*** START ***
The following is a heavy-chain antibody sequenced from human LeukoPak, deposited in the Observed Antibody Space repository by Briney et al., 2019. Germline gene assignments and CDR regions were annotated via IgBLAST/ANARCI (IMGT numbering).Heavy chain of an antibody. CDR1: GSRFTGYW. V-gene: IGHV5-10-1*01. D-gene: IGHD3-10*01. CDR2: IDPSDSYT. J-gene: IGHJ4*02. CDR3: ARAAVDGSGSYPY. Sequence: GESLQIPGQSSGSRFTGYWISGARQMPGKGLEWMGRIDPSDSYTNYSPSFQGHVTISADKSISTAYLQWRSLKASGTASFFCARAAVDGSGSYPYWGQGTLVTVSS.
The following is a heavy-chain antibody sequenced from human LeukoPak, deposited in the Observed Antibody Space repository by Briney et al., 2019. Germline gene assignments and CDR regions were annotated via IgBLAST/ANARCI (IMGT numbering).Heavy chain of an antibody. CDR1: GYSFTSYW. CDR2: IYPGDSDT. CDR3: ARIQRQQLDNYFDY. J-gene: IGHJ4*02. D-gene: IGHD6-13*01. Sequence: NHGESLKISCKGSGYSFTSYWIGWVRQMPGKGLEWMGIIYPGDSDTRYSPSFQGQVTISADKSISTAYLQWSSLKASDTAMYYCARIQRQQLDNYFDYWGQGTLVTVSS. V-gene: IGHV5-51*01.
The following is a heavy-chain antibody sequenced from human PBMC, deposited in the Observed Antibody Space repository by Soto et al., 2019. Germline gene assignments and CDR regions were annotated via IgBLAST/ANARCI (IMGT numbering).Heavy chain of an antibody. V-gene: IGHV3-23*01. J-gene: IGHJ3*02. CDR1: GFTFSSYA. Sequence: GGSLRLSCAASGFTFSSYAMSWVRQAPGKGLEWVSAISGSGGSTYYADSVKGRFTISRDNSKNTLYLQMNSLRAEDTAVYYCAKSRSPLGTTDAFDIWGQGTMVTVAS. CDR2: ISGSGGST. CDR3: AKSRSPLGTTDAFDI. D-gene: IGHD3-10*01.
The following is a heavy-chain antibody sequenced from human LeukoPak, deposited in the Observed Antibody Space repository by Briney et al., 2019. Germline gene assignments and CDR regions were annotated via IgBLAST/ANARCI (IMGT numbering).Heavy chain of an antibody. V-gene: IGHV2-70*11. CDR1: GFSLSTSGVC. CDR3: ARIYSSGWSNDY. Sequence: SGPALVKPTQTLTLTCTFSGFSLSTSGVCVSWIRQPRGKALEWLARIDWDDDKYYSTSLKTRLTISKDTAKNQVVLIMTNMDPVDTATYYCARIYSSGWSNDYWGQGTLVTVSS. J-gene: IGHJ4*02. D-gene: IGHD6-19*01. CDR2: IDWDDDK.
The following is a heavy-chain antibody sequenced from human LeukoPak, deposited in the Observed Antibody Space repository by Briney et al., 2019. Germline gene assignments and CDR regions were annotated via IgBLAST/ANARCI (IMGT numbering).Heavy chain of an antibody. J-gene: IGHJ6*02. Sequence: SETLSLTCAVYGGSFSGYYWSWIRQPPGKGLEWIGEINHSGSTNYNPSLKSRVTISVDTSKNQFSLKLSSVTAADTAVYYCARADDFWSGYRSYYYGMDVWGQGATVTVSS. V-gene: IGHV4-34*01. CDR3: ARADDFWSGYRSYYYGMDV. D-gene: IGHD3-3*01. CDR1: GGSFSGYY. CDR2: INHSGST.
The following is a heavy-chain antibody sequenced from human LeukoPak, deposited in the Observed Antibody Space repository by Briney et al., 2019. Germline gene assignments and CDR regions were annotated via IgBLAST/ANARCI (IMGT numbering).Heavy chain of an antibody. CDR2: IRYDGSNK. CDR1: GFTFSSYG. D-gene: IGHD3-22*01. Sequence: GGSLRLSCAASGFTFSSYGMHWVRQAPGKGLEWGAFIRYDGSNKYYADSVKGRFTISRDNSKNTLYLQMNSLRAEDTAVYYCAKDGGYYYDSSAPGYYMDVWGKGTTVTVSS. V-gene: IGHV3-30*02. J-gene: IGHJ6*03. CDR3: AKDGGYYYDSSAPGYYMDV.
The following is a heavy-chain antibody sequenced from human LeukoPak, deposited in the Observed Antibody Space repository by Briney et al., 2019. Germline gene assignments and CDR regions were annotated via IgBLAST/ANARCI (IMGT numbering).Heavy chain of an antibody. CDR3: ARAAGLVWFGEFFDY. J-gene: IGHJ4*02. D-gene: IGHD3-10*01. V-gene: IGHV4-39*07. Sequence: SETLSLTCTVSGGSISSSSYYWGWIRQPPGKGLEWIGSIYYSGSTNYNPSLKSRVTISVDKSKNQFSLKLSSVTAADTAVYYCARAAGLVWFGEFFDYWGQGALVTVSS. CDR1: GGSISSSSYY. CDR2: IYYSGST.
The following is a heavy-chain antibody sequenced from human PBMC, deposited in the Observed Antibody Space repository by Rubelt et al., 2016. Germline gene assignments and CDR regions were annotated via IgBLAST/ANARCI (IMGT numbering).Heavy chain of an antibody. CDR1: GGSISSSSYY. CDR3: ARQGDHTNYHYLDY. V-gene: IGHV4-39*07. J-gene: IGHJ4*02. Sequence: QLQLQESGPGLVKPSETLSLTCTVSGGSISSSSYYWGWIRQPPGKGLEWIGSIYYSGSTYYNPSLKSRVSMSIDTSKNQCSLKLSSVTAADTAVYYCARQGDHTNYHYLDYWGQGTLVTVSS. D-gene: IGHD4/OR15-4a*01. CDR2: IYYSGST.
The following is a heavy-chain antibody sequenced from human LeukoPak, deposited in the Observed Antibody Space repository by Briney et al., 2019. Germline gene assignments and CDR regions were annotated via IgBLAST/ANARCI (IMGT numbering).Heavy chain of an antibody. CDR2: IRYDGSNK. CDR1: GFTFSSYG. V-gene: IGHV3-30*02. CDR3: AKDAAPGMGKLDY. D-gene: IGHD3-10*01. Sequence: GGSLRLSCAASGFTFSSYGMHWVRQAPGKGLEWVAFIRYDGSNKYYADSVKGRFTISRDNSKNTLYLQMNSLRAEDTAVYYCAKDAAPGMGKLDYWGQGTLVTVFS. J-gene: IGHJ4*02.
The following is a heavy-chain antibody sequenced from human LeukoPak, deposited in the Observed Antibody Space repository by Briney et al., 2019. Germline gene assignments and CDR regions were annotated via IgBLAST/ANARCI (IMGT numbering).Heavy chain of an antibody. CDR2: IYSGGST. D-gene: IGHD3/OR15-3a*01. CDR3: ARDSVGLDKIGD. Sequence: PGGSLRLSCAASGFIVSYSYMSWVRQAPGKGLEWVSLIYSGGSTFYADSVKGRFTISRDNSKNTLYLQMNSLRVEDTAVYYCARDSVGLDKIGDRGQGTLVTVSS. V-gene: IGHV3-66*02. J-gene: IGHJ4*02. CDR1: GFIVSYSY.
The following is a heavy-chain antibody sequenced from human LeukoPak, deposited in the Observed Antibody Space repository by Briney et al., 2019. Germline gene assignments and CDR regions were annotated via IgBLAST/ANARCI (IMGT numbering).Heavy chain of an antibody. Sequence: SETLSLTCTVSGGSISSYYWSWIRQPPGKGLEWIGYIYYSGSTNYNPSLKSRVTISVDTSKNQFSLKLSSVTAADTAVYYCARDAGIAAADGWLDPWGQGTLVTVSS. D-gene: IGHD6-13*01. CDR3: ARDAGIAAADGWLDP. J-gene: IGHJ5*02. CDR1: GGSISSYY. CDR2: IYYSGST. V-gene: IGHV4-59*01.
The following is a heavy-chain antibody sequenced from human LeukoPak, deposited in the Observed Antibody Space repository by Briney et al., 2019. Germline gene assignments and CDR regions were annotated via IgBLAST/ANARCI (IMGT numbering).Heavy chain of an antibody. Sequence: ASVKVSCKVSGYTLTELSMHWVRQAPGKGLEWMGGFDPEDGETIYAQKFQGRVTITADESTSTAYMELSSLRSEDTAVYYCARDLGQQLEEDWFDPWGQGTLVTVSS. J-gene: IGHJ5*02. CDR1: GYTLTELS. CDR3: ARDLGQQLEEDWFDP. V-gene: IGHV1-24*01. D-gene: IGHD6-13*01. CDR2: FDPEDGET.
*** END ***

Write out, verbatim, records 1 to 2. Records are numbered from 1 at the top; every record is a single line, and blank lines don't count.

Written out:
The following is a heavy-chain antibody sequenced from human LeukoPak, deposited in the Observed Antibody Space repository by Briney et al., 2019. Germline gene assignments and CDR regions were annotated via IgBLAST/ANARCI (IMGT numbering).Heavy chain of an antibody. CDR1: GSRFTGYW. V-gene: IGHV5-10-1*01. D-gene: IGHD3-10*01. CDR2: IDPSDSYT. J-gene: IGHJ4*02. CDR3: ARAAVDGSGSYPY. Sequence: GESLQIPGQSSGSRFTGYWISGARQMPGKGLEWMGRIDPSDSYTNYSPSFQGHVTISADKSISTAYLQWRSLKASGTASFFCARAAVDGSGSYPYWGQGTLVTVSS.
The following is a heavy-chain antibody sequenced from human LeukoPak, deposited in the Observed Antibody Space repository by Briney et al., 2019. Germline gene assignments and CDR regions were annotated via IgBLAST/ANARCI (IMGT numbering).Heavy chain of an antibody. CDR1: GYSFTSYW. CDR2: IYPGDSDT. CDR3: ARIQRQQLDNYFDY. J-gene: IGHJ4*02. D-gene: IGHD6-13*01. Sequence: NHGESLKISCKGSGYSFTSYWIGWVRQMPGKGLEWMGIIYPGDSDTRYSPSFQGQVTISADKSISTAYLQWSSLKASDTAMYYCARIQRQQLDNYFDYWGQGTLVTVSS. V-gene: IGHV5-51*01.